The Philadelphia Eagles are so proud of their $125 million stadium renovation project that they conducted two identical tours for reporters and photographers within two months.
The second came Friday, when team President Don Smolenski gushed about how much the fan experience will be enhanced. He did not try to hide his excitement about the entire endeavor, which took more than two years to complete — actually the finishing touches are still being applied — and has increased the seating capacity to nearly 70,000.
That sounds as good a place as any to start.
A huge part of the project was the addition of 1,626 seats, most of which are in the newly constructed northeast and southwest corners of Lincoln Financial Field. Bridges were added to those corners to better help fans get from one side to the other. Previously, those corners were open, meaning all fans had to go to ground level to cross over.
While seated outdoors, fans instantly will be struck by the new video boards above each end zone. They're high-definition now, and connected to spectacular LED ribbon-board displays that traverse the entire outdoor portion of the stadium. In all, more than 15,000 square feet of new video board area was added, giving the stadium an electric look.
Inside, in the concourses and SCA and Panasonic stadium clubs, high definition still rules, with better-quality monitors installed, along with upgraded furniture, carpeting, imagery, signage and food options.
In all, 300 construction workers and 52 sub-contractors were used.
"In reality, we've invested in the building every year since it's been open," Smolenski said, "because it's our home and it's Philadelphia's home. Like your own home, you're always putting money into your own home. You're always investing.
"We're always looking, like what else can we do to make the experience [better] and have it be for the fans' convenience," he said. "So it's a continuing investment."
Smolenski emphasized that none of the upgrades had anything to do with a potential Super Bowl bid that owner Jeffrey Lurie last year hinted he might make if he and the league determined last February's New York/New Jersey Super Bowl to be a success.
"That really wasn't a driver at all," Smolenski said. "This has all been about our fans and the fans in Philadelphia, their home. We think that the building was in a great place for a Super Bowl bid before, but certainly bringing it up to state-of-the-art with the technology makes us right up there as qualified as any other venue in any other city."
To that end, there is no specific plan in place for a Super Bowl bid, which would have to be a cooperative effort involving the city, corporate sponsors, regional industry leaders and possibly surrounding municipalities.
Smolenski on Friday stood on the field and looked around in awe, more than content for now to just contemplate the joy (not to mention all the added income) the many stadium changes are expected to bring.
"I get goose bumps just kind of walking around," he said. "You know, during this whole process, it's been 18 months of work. We've had unbelievable support from all the construction workers. At times we had to go to a double shift to kind of catch up on some of the rain that we've had, but I've tried to appreciate them and tried to appreciate the process and just sit down and say, 'What's it going to be like for a fan to be sitting in these seats and looking at the game?'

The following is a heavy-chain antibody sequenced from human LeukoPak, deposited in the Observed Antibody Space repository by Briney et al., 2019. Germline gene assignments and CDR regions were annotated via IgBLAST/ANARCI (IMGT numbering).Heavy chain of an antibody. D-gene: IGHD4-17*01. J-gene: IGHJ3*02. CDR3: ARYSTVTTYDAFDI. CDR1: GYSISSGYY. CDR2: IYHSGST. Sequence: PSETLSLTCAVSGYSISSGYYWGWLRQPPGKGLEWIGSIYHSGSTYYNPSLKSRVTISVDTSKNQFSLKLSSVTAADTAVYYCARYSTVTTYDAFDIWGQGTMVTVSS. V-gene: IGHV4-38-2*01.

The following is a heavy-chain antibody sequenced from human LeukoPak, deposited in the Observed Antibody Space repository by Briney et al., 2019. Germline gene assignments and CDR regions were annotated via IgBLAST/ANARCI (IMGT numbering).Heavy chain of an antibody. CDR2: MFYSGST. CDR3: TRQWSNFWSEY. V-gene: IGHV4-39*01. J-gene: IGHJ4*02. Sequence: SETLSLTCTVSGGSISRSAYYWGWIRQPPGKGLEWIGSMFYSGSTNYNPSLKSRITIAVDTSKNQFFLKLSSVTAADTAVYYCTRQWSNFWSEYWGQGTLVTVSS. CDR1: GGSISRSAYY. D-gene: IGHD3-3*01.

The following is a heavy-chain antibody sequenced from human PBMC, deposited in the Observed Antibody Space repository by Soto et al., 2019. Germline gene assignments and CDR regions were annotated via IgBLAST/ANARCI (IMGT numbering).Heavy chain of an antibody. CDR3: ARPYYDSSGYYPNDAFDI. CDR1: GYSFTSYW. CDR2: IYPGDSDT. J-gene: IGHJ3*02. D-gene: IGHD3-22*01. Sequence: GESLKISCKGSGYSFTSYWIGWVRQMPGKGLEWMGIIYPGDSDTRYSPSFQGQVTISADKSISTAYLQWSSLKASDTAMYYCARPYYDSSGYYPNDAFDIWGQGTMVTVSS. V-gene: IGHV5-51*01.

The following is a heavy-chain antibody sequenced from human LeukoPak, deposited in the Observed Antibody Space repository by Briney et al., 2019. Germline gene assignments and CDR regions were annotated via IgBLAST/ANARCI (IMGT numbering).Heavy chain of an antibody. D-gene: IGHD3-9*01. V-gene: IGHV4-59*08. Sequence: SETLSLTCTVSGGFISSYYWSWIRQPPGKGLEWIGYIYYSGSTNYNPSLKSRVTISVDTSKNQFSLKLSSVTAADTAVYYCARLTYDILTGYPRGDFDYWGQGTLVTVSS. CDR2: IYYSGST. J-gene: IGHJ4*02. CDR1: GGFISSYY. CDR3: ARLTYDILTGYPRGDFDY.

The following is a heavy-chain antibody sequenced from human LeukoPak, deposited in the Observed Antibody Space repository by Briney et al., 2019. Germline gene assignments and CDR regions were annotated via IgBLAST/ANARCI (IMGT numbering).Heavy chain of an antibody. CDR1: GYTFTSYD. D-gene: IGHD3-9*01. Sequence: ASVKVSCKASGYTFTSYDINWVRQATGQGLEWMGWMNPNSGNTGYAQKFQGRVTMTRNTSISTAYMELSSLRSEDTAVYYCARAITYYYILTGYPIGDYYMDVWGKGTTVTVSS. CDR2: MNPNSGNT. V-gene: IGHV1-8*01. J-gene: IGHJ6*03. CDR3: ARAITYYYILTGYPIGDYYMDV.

"You get excited about it and you hope that they're as excited about it as you are, and I think they will be," Smolenski said. "And I think when they come [to the team's preseason home opener] on [Aug.] 21st, it's a night game, the drama of the LED boards and the HD video boards at night is just going to be different, and so I'm anxious to talk to them, I'm anxious to see them and what their reaction is, because it's been an investment for them, based on their feedback."
Yes, the Eagles have spent $125 million, but that's a fraction of the untold revenues they hope to generate in the months and years to come as a result of the 21st century upgrades.
ABOUT THE UPGRADE
The inside and even some of the outside of Lincoln Financial Field will hardly be recognizable to those who haven't been there in the last couple of years. That's because of the state-of-the-art upgrades the Eagles have made to keep their home on the cutting edge of technology and fan comfort.
Here are the highlights:
• 1,626 new seats. These additions bring the seating capacity to 69,176.
• Massive club renovations, including murals and historic photos, upgraded furniture and carpeting and new HD video monitors and food options.
• An increase of 15,630 square feet of upgraded HD video boards throughout the stadium. They boast the highest resolution in the NFL.
• Massive solar panels on the north parking lots that could generate up to 35 percent of the electricity needed to operate the stadium and also provide shade and bad-weather shelter for hundreds of vehicles.
• A total of 1,185 HD TV monitors around the stadium.